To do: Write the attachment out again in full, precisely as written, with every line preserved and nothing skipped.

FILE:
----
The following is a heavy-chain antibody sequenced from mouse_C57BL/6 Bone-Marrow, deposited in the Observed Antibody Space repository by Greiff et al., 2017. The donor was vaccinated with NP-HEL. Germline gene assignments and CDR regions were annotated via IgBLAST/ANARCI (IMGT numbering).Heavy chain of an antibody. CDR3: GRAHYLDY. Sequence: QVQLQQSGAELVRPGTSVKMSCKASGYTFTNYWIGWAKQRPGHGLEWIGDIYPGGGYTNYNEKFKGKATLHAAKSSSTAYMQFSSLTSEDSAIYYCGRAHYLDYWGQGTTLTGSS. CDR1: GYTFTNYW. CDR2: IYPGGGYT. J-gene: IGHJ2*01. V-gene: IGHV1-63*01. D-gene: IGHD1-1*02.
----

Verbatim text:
The following is a heavy-chain antibody sequenced from mouse_C57BL/6 Bone-Marrow, deposited in the Observed Antibody Space repository by Greiff et al., 2017. The donor was vaccinated with NP-HEL. Germline gene assignments and CDR regions were annotated via IgBLAST/ANARCI (IMGT numbering).Heavy chain of an antibody. CDR3: GRAHYLDY. Sequence: QVQLQQSGAELVRPGTSVKMSCKASGYTFTNYWIGWAKQRPGHGLEWIGDIYPGGGYTNYNEKFKGKATLHAAKSSSTAYMQFSSLTSEDSAIYYCGRAHYLDYWGQGTTLTGSS. CDR1: GYTFTNYW. CDR2: IYPGGGYT. J-gene: IGHJ2*01. V-gene: IGHV1-63*01. D-gene: IGHD1-1*02.